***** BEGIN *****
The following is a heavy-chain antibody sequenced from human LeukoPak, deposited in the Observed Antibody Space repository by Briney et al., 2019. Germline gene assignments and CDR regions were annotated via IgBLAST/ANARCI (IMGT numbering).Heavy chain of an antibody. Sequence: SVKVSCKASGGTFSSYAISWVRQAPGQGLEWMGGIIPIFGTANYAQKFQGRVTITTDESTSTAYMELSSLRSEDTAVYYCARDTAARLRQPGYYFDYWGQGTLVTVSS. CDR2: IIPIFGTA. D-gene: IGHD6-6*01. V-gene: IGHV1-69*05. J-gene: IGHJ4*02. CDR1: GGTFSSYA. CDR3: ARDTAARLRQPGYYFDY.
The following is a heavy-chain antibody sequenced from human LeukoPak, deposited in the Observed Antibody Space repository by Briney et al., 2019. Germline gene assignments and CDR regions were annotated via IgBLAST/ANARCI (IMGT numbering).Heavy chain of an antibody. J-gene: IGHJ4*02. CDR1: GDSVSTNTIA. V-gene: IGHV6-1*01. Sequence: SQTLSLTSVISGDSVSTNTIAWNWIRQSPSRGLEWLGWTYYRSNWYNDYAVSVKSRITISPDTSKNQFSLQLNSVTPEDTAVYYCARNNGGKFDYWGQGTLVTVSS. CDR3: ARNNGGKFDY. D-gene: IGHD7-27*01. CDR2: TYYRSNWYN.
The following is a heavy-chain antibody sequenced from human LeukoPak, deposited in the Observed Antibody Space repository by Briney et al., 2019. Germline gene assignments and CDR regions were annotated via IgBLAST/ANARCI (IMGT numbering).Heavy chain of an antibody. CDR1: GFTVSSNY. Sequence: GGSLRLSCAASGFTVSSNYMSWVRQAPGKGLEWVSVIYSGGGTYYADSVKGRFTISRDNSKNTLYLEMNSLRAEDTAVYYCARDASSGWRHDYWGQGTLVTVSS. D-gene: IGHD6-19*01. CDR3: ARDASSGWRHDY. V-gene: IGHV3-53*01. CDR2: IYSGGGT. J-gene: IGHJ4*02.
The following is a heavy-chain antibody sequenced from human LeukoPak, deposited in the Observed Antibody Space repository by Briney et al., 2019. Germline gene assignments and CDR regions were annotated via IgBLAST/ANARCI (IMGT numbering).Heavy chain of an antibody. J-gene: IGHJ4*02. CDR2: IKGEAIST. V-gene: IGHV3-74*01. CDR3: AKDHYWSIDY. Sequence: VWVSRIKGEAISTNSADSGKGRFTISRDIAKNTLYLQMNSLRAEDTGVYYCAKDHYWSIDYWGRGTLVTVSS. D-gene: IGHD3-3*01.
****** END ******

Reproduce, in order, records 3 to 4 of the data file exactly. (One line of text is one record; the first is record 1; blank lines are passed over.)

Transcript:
The following is a heavy-chain antibody sequenced from human LeukoPak, deposited in the Observed Antibody Space repository by Briney et al., 2019. Germline gene assignments and CDR regions were annotated via IgBLAST/ANARCI (IMGT numbering).Heavy chain of an antibody. CDR1: GFTVSSNY. Sequence: GGSLRLSCAASGFTVSSNYMSWVRQAPGKGLEWVSVIYSGGGTYYADSVKGRFTISRDNSKNTLYLEMNSLRAEDTAVYYCARDASSGWRHDYWGQGTLVTVSS. D-gene: IGHD6-19*01. CDR3: ARDASSGWRHDY. V-gene: IGHV3-53*01. CDR2: IYSGGGT. J-gene: IGHJ4*02.
The following is a heavy-chain antibody sequenced from human LeukoPak, deposited in the Observed Antibody Space repository by Briney et al., 2019. Germline gene assignments and CDR regions were annotated via IgBLAST/ANARCI (IMGT numbering).Heavy chain of an antibody. J-gene: IGHJ4*02. CDR2: IKGEAIST. V-gene: IGHV3-74*01. CDR3: AKDHYWSIDY. Sequence: VWVSRIKGEAISTNSADSGKGRFTISRDIAKNTLYLQMNSLRAEDTGVYYCAKDHYWSIDYWGRGTLVTVSS. D-gene: IGHD3-3*01.